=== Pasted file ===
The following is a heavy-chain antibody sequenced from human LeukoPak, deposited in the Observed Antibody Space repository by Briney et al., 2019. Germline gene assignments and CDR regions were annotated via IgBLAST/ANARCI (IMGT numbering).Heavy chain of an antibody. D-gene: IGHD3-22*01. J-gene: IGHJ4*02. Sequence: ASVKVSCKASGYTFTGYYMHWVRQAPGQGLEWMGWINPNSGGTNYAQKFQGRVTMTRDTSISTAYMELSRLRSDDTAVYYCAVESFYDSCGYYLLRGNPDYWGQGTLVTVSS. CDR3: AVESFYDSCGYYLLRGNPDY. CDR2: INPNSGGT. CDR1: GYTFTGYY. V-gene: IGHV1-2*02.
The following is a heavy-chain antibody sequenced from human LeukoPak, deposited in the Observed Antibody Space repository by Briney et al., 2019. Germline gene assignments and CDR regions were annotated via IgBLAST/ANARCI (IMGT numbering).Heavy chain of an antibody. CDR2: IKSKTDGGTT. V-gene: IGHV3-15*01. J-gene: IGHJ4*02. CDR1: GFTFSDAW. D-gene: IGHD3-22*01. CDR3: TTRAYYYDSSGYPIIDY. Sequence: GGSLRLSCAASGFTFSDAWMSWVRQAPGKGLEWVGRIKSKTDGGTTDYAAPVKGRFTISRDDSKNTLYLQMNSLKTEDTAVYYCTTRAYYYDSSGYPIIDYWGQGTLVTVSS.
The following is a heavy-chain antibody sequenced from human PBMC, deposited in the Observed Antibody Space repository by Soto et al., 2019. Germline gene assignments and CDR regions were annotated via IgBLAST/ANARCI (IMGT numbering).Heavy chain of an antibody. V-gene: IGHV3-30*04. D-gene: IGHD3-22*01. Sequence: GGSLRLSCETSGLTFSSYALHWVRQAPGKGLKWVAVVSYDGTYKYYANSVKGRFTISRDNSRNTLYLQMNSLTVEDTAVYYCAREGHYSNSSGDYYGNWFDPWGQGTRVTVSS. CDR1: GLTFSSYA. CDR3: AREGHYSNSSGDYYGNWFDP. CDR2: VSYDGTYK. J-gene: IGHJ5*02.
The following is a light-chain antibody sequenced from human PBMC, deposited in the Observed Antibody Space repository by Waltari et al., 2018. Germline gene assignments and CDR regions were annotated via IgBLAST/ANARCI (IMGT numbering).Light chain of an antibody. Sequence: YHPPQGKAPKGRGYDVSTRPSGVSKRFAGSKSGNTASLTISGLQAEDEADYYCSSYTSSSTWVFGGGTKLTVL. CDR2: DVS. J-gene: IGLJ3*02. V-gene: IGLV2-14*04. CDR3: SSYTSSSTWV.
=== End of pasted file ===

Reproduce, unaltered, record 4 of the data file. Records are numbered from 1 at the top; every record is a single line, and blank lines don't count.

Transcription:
The following is a light-chain antibody sequenced from human PBMC, deposited in the Observed Antibody Space repository by Waltari et al., 2018. Germline gene assignments and CDR regions were annotated via IgBLAST/ANARCI (IMGT numbering).Light chain of an antibody. Sequence: YHPPQGKAPKGRGYDVSTRPSGVSKRFAGSKSGNTASLTISGLQAEDEADYYCSSYTSSSTWVFGGGTKLTVL. CDR2: DVS. J-gene: IGLJ3*02. V-gene: IGLV2-14*04. CDR3: SSYTSSSTWV.